MIRACLE AT ST. ANNA
With credits including Do the Right Thing, Clockers, Get on the Bus, 4 Little Girls, 25th Hour, and the landmark documentary When the Levees Broke: A Requiem in Four Acts, Spike Lee has made more great films over the past 20 years, perhaps, than any other American director. (And that list doesn't include the Spike Lee joints that are merely very good, among them Jungle Fever, The Original Kings of Comedy, and Inside Man.) But when Lee's movies go wrong, they tend to go shockingly, stunningly wrong, and for at least its opening half hour, the director's new Miracle at St. Anna seems poised to topple Girl 6, Bamboozled, and the execrable Summer of Sam as the most misguided and embarrassing work of the director's career.
It doesn't happen, thank heavens, but that might only be because after the film's first 30 minutes, there are still more than 120 to go. (Talk about mixed blessings.) What we're finally left with in the World War II epic Miracle at St. Anna - directed by Lee, with screenwriter James McBride adapting his own novel - is about four or five different movies battling all for our (and Lee's) attention, and the overstuffed, borderline incoherent presentation turns out to be the one really interesting thing about it. Lee's latest is sprawling, messy, maddening, and frequently ridiculous, but I'll grant it one thing: It's never boring.
Not that boredom would've necessarily been less welcome than the hypnotic awfulness of the film's prelude. Although Miracle at St. Anna's ostensible focus concerns a platoon of Buffalo Soldiers in the 92nd Infantry - three African Americans (Derek Luke, Michael Ealy, and Omar Benson Miller) and a native Puerto Rican (Laz Alonso) - the movie opens in 1983, with an unconvincing framing device in which one of the GIs, from behind his bank teller's window, shoots a customer point-blank in the chest. The murder and its subsequent investigation are meant to set up a series of mysteries: What relationship did the former soldier have to his victim? What is the remnant of an Italian statue, worth some $4 million, doing hidden in the soldier's closet? What is the significance of "the sleeping man"?
Instead, though, Lee and McBride unwittingly inspire an entirely different set of questions. What New York bank, even in the early '80s, would allow its tellers such easy access to loaded weapons? Why are the city's gumshoes and reporters speaking in the wise-guy cadences of a James Cagney movie, and why is their dialogue (and delivery) so terrible? What's with the distracting cameos by John Leguizamo and Spike Lee stock player John Turturro? And sadly, Miracle at St. Anna doesn't get any more engaging once the setting shifts to 1944 Europe; despite a viscera-strewn skirmish, the images lack power, the conversation doesn't sound remotely of the period, and you might feel a thudding in your temple when Miller's saintly, lumbering man-child befriends, and consequently serves as protector for, an Italian waif (Matteo Sciabordi) who calls him "the chocolate giant." Oh, the preciousness! Oh, the maudlin excess!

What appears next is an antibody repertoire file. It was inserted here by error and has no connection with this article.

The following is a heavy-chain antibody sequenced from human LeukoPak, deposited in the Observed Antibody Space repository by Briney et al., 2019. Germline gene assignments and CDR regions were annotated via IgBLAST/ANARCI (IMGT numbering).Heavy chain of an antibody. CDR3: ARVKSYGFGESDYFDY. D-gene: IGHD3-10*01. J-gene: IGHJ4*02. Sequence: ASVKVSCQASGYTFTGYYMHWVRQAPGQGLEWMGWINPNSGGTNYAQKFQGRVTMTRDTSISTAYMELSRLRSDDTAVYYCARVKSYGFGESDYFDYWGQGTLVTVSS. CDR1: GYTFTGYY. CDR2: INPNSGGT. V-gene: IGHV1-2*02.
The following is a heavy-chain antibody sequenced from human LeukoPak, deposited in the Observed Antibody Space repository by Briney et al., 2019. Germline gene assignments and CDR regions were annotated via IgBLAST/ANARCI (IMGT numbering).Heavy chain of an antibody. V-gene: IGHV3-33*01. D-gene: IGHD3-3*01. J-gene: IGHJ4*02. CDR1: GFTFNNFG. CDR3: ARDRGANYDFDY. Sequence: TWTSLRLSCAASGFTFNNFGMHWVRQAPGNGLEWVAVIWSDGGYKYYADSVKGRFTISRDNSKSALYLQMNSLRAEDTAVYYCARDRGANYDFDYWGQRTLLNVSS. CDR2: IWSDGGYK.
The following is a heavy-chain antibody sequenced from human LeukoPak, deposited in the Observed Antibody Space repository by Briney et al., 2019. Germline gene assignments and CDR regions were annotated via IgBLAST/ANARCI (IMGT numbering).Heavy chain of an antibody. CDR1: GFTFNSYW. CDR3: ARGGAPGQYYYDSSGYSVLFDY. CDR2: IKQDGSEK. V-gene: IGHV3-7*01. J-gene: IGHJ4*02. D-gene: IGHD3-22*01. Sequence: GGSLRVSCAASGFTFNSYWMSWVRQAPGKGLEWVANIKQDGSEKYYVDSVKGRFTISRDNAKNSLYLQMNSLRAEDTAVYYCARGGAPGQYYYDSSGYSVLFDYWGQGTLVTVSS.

Events substantially improve, however, with the squadron's arrival in Tuscany, mainly because Miracle at St. Anna then turns into an entirely different movie (or two or three). Once the film begins exploring the rivalries and fragile kinships that develop between, and among, the Americans and their Italian allies, its director seems on more solid ground, and a number of sequences have the sort of electricity and snap we traditionally expect from Lee: the battles of will between the stalwart Luke and the contemptuous Ealy; a racially charged trek to a Southern café (a flashback within a flashback); a horrific massacre at a rustic church; a moving tableau as the soldiers stare at a wall covered in anti-American (specifically anti-black) propaganda; a devastating Nazi attack on a Tuscan village. While McBride's script remains overwritten and rather obvious throughout - and hits a nadir in the movie's final, unbelievably contrived minutes - Lee manages to lend some vigor and grace to the hodgepodge material.
Yet Miracle at St. Anna remains a bum experience - always watchable, but rarely memorable. It's taken Hollywood more than 60 years to devote a film to the African-American soldiers who served in World War II, and at the end of Lee's latest, you're still kind of waiting for one; the movie is so overflowing with narrative detours and tangents and meaningless symbolism (that lugged-about piece of marble statue is certainly one of the most cumbersome red herrings in modern cinema) that its entire reason for being gets lost. One can only hope that Miracle at St. Anna is the beginning of a genre cycle and not its dispiriting end.